Our issue with wealth is not that we've not got enough of it, it's that our main method of distributing wealth has as its highest priority the creation of more wealth, and his ideology is hard at work removing any other priority from the list, forgetting that wealth is itself not an intrinsic value, but and instrumental one. This method of distribution necessarily has holes, and deprives those who, through bad fortune or bad planning, find it difficult or impossible to contribute to production.

This method also encourages fraud and waste, as the productive have no need of the fullness of their product, yet get it anyway and don't know what to do with it besides throw it away. The "unproductive," meanwhile, having no access to a legitimate way to contribute to production, and so are reduced to lying, cheating and stealing to get a share of the product on which to live and enrich themselves. And this leaves aside the tendency of the wealthy to pull up the ladder behind them.
ryggesogn2
1.9 / 5 (13) Sep 29, 2012
Poor T doesn't understand that socialism can quickly kill the creation of wealth as we are witnessing right now.
The state killed a coal mine in WV and is causing the shutdown of dozens of power plants. The state killed oil drilling in the Gulf of Mexico and shut down a pipeline to bring oil from Canada to TX.
The state created incentives to turn corn into ethanol instead of food.
The state 'invested' taxes into businesses that failed from GM to Solydra.
Printing money (QE1,2,3,...) does not create wealth.
The economic collapse of Detroit and California occurred within one lifetime.
Economic growth from real wealth creation can occur quite rapidly if the state doesn't kill the industry. That is quite clear in North Dakota now where oil production is occurring on private land.
ryggesogn2
1.7 / 5 (11) Sep 29, 2012
This method also encourages fraud and waste,

You mean the present socialist system frequently referred to as crony 'capitalism'. Of course this has nothing to do with real capitalism and everything to do with government intervention into economic affairs, aka socialism.
Blame the socialist system for waste and fraud, not capitalism.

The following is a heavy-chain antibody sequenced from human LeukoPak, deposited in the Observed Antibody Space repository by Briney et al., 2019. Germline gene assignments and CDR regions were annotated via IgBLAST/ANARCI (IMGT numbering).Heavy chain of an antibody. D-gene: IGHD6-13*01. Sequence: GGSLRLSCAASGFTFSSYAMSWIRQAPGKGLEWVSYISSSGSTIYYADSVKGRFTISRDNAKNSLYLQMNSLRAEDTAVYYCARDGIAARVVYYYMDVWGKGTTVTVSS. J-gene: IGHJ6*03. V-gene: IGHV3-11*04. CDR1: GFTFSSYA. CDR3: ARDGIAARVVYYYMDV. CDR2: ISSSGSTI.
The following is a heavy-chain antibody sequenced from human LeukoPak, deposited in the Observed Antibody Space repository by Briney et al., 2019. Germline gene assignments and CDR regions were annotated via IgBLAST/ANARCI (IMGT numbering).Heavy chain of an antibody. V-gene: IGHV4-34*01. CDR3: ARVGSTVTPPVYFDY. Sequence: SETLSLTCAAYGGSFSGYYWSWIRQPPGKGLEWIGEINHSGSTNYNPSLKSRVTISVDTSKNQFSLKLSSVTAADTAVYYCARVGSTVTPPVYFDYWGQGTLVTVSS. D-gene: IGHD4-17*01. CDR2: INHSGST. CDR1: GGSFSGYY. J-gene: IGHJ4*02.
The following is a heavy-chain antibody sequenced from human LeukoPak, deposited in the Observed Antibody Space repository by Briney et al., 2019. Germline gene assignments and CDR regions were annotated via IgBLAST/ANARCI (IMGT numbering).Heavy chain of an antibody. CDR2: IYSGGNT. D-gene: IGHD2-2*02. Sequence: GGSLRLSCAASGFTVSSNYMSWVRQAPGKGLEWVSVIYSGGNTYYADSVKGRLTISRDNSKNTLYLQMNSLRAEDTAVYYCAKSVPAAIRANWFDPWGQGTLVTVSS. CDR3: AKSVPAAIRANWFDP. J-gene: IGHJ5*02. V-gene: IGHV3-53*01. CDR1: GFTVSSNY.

having no access to a legitimate way to contribute to production,

All because the govt kills businesses and piles on rules and regulations that prevent most from creating the new businesses and opportunities for people to apply their energy and talent to earn wealth.
But this is what the socialist wants as it adds to those dependent upon the state to survive.
The result of such dependency is seen in Detroit, Ohio (Obama phones), Greece, Spain, Cuba, DPRK,...)
Thrasymachus
3.3 / 5 (8) Sep 29, 2012
And yet despite those state interventions and many more in that, according to your ideology, should have killed off the free-market and destroyed all wealth long ago, what I wrote about real wealth above is still true. As a whole, the US has real wealth coming out its ears. So much so that if we pooled it all up and distributed it absolutely evenly to every citizen, none of them would ever have to work again for the rest of their lives, and their children wouldn't have to work for about half of their lives, we could simply trade our accumulated wealth to the rest of the world for the stuff we didn't have, and consume the rest.

Of course quantitative easing doesn't create wealth, even nominally much, because it doesn't change anything about the underlying distributional systems that have landed us in this mess. There is a lot of real wealth that can still be created, but it can only be done by putting wealth creation second on the list of distributional priorities.